Cast:Tom Cruise, Emily Blunt, Bill Paxton
Director:Doug Liman
Studio:Warner Bros.
Genre:Science Fiction
Topics:Space and aliens
Run time:113 minutes
MPAA rating:PG-13
MPAA explanation:intense sequences of sci-fi action and violence, language and brief suggestive material

This review of Edge of Tomorrow was written by

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Learning ratings

  • Best: Really engaging; great learning approach.
  • Very Good: Engaging; good learning approach.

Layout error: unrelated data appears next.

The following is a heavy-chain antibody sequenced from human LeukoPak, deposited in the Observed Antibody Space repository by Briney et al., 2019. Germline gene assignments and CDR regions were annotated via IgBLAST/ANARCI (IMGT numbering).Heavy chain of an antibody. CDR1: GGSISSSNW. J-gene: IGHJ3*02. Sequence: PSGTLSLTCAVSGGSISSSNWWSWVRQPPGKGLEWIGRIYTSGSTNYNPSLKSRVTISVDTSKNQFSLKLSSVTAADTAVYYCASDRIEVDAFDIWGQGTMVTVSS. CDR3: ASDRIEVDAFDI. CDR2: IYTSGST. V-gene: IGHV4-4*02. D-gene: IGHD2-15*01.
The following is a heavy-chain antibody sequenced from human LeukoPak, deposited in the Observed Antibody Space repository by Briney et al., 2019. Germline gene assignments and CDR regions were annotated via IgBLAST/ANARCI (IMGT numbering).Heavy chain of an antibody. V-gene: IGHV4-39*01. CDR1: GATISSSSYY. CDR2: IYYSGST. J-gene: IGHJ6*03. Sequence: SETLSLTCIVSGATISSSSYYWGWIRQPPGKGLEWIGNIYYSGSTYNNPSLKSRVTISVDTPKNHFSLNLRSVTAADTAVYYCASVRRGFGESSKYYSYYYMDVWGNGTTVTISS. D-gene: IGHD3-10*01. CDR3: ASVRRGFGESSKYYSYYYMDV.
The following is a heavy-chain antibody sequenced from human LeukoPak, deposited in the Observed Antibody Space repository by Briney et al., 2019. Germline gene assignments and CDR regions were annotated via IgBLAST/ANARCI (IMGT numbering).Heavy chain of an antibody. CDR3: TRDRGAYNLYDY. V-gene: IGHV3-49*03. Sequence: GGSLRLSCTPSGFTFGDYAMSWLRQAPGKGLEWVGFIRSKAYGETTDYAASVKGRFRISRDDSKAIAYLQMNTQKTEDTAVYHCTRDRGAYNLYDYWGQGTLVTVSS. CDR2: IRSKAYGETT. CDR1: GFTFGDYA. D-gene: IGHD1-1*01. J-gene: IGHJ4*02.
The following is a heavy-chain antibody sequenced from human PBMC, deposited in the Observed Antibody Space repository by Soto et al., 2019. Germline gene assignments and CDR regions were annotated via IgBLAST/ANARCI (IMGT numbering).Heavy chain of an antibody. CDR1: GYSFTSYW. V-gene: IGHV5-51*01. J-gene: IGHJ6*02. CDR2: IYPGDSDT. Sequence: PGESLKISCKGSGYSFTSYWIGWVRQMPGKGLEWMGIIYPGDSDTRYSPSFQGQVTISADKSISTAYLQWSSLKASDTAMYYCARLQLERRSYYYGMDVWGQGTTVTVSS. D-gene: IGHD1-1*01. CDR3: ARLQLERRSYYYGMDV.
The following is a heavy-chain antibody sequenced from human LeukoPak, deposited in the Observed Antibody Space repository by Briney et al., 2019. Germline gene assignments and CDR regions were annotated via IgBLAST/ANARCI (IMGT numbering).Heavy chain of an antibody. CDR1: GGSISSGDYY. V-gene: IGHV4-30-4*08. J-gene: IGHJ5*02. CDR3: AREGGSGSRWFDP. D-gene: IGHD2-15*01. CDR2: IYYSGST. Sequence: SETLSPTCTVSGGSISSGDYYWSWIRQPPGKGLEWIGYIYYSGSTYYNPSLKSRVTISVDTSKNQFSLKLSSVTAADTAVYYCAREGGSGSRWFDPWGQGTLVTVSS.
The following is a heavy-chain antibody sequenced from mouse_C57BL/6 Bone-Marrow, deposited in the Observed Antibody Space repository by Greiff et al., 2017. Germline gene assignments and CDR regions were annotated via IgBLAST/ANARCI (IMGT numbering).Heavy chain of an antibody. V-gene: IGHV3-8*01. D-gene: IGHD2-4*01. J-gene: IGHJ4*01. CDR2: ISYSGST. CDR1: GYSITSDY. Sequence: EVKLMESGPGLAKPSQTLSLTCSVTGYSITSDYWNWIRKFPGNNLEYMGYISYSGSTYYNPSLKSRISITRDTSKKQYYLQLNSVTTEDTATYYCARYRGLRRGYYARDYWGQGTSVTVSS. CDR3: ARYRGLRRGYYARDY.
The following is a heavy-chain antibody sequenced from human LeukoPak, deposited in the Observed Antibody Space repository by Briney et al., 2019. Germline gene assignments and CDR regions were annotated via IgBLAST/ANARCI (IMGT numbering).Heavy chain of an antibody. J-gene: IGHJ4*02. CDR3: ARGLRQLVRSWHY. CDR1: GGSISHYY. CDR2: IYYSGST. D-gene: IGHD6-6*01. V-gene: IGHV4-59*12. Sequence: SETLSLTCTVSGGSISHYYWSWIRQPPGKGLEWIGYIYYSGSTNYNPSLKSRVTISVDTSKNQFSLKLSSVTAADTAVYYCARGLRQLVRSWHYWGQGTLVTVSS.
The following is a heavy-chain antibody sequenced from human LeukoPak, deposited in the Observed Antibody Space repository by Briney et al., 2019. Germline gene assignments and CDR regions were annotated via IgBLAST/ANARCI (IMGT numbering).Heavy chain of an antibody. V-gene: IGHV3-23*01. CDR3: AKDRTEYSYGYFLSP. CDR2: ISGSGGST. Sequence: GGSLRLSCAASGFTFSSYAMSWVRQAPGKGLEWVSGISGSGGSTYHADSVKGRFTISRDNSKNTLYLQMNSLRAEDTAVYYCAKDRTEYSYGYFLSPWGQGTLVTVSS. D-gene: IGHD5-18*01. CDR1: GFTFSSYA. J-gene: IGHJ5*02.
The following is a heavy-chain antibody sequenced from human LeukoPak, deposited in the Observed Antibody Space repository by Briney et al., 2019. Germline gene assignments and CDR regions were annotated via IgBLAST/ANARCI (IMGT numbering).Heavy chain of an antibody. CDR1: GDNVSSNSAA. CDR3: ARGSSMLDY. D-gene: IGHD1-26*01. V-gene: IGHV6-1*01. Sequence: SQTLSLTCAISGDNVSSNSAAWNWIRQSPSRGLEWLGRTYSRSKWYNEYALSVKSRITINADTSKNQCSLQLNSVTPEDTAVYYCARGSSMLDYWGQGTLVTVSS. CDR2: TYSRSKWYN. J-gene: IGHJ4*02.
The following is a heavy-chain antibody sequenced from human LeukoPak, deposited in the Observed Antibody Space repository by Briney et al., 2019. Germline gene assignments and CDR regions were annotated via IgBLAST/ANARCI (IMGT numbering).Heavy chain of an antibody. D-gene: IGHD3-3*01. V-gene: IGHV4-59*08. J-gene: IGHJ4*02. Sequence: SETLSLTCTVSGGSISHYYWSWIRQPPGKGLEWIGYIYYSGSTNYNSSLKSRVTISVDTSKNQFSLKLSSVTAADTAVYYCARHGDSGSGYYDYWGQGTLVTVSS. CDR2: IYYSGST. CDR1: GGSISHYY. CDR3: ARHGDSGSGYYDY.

• Good: Pretty engaging; good learning approach.
  • Fair: Somewhat engaging; OK learning approach.
  • Not for Learning: Not recommended for learning.
  • Not for Kids: Not age-appropriate for kids; not recommended for learning.

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What parents and kids say

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Parent Written bygmariam June 14, 2014

Good movie, but avoid the previews

It was a great movie with a little bad language. Most of the deaths aren't shown. The first was the most graphic. My biggest problem with the whole thing was that one of the previews they showed beforehand was for the movie Sex Tape. Not something I would have wanted my 12 yr old daughter to see.
Educator and Parent Written bymafeulner June 17, 2014

Complex themes